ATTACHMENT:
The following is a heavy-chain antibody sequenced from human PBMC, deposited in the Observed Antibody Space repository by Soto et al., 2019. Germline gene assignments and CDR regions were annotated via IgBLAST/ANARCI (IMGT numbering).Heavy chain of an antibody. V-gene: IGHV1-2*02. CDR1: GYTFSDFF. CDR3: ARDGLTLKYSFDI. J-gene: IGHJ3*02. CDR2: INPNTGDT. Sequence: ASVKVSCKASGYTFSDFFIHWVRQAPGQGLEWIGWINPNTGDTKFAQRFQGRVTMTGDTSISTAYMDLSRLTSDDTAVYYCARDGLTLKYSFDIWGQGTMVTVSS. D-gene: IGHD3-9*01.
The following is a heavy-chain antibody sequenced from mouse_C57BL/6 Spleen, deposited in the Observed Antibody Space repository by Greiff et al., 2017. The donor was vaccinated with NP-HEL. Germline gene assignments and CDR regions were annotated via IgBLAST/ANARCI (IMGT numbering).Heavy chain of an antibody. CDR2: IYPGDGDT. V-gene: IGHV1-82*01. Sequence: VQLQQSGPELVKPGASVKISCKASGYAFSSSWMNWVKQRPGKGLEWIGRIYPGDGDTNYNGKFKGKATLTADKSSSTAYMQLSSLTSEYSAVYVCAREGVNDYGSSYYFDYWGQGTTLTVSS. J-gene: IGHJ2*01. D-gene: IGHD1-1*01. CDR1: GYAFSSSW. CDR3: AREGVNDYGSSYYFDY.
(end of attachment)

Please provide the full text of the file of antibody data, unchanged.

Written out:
The following is a heavy-chain antibody sequenced from human PBMC, deposited in the Observed Antibody Space repository by Soto et al., 2019. Germline gene assignments and CDR regions were annotated via IgBLAST/ANARCI (IMGT numbering).Heavy chain of an antibody. V-gene: IGHV1-2*02. CDR1: GYTFSDFF. CDR3: ARDGLTLKYSFDI. J-gene: IGHJ3*02. CDR2: INPNTGDT. Sequence: ASVKVSCKASGYTFSDFFIHWVRQAPGQGLEWIGWINPNTGDTKFAQRFQGRVTMTGDTSISTAYMDLSRLTSDDTAVYYCARDGLTLKYSFDIWGQGTMVTVSS. D-gene: IGHD3-9*01.
The following is a heavy-chain antibody sequenced from mouse_C57BL/6 Spleen, deposited in the Observed Antibody Space repository by Greiff et al., 2017. The donor was vaccinated with NP-HEL. Germline gene assignments and CDR regions were annotated via IgBLAST/ANARCI (IMGT numbering).Heavy chain of an antibody. CDR2: IYPGDGDT. V-gene: IGHV1-82*01. Sequence: VQLQQSGPELVKPGASVKISCKASGYAFSSSWMNWVKQRPGKGLEWIGRIYPGDGDTNYNGKFKGKATLTADKSSSTAYMQLSSLTSEYSAVYVCAREGVNDYGSSYYFDYWGQGTTLTVSS. J-gene: IGHJ2*01. D-gene: IGHD1-1*01. CDR1: GYAFSSSW. CDR3: AREGVNDYGSSYYFDY.